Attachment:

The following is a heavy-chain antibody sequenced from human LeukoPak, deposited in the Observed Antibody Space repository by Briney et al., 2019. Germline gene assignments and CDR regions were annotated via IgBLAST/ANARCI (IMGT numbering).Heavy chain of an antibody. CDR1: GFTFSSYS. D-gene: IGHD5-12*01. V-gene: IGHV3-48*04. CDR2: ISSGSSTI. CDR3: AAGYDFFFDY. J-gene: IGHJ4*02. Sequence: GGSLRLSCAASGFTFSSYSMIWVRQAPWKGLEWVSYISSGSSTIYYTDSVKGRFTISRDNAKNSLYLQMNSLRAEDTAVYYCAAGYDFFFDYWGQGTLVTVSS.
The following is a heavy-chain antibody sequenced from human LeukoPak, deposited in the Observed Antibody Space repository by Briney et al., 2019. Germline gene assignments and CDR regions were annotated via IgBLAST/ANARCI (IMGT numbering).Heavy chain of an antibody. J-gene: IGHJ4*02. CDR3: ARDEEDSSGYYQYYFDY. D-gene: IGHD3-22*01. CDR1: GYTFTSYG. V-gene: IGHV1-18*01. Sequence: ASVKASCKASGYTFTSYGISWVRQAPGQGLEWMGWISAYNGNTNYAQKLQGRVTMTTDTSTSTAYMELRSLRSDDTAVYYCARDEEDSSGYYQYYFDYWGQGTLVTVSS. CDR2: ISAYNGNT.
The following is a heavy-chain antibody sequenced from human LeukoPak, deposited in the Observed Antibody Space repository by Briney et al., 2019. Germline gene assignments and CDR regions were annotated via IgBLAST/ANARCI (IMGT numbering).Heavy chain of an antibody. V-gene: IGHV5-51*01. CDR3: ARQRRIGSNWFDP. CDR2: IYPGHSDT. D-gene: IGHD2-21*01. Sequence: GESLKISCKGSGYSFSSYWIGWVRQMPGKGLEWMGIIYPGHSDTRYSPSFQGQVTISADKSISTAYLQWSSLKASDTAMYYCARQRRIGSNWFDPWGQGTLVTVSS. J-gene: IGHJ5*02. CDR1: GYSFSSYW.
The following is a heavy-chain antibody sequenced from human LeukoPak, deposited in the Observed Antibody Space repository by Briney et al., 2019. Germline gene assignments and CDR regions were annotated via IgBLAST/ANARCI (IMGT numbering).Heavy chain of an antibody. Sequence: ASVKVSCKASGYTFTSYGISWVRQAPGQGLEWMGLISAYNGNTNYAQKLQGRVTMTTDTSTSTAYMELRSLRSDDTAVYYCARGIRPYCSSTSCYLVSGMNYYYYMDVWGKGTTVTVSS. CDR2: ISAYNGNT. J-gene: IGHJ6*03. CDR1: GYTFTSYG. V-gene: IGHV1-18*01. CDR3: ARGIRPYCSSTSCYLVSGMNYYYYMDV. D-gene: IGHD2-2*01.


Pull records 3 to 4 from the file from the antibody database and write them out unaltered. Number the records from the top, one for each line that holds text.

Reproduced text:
The following is a heavy-chain antibody sequenced from human LeukoPak, deposited in the Observed Antibody Space repository by Briney et al., 2019. Germline gene assignments and CDR regions were annotated via IgBLAST/ANARCI (IMGT numbering).Heavy chain of an antibody. V-gene: IGHV5-51*01. CDR3: ARQRRIGSNWFDP. CDR2: IYPGHSDT. D-gene: IGHD2-21*01. Sequence: GESLKISCKGSGYSFSSYWIGWVRQMPGKGLEWMGIIYPGHSDTRYSPSFQGQVTISADKSISTAYLQWSSLKASDTAMYYCARQRRIGSNWFDPWGQGTLVTVSS. J-gene: IGHJ5*02. CDR1: GYSFSSYW.
The following is a heavy-chain antibody sequenced from human LeukoPak, deposited in the Observed Antibody Space repository by Briney et al., 2019. Germline gene assignments and CDR regions were annotated via IgBLAST/ANARCI (IMGT numbering).Heavy chain of an antibody. Sequence: ASVKVSCKASGYTFTSYGISWVRQAPGQGLEWMGLISAYNGNTNYAQKLQGRVTMTTDTSTSTAYMELRSLRSDDTAVYYCARGIRPYCSSTSCYLVSGMNYYYYMDVWGKGTTVTVSS. CDR2: ISAYNGNT. J-gene: IGHJ6*03. CDR1: GYTFTSYG. V-gene: IGHV1-18*01. CDR3: ARGIRPYCSSTSCYLVSGMNYYYYMDV. D-gene: IGHD2-2*01.